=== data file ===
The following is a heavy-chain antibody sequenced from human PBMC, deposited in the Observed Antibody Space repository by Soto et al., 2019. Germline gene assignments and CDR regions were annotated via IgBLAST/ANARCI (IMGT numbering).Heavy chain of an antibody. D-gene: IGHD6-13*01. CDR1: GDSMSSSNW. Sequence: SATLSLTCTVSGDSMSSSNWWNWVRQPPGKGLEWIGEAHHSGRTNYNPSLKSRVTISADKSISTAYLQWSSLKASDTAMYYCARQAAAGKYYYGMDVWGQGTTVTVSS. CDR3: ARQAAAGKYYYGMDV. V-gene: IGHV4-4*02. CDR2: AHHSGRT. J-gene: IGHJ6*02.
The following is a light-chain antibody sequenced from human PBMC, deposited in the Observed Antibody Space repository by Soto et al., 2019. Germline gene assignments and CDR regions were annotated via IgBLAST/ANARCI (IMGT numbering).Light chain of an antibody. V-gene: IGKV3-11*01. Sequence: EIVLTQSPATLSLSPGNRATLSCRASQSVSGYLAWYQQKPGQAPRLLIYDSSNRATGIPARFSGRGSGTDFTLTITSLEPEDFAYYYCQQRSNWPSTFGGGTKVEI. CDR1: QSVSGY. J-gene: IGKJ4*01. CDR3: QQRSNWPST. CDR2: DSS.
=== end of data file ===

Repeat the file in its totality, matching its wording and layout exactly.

The following is a heavy-chain antibody sequenced from human PBMC, deposited in the Observed Antibody Space repository by Soto et al., 2019. Germline gene assignments and CDR regions were annotated via IgBLAST/ANARCI (IMGT numbering).Heavy chain of an antibody. D-gene: IGHD6-13*01. CDR1: GDSMSSSNW. Sequence: SATLSLTCTVSGDSMSSSNWWNWVRQPPGKGLEWIGEAHHSGRTNYNPSLKSRVTISADKSISTAYLQWSSLKASDTAMYYCARQAAAGKYYYGMDVWGQGTTVTVSS. CDR3: ARQAAAGKYYYGMDV. V-gene: IGHV4-4*02. CDR2: AHHSGRT. J-gene: IGHJ6*02.
The following is a light-chain antibody sequenced from human PBMC, deposited in the Observed Antibody Space repository by Soto et al., 2019. Germline gene assignments and CDR regions were annotated via IgBLAST/ANARCI (IMGT numbering).Light chain of an antibody. V-gene: IGKV3-11*01. Sequence: EIVLTQSPATLSLSPGNRATLSCRASQSVSGYLAWYQQKPGQAPRLLIYDSSNRATGIPARFSGRGSGTDFTLTITSLEPEDFAYYYCQQRSNWPSTFGGGTKVEI. CDR1: QSVSGY. J-gene: IGKJ4*01. CDR3: QQRSNWPST. CDR2: DSS.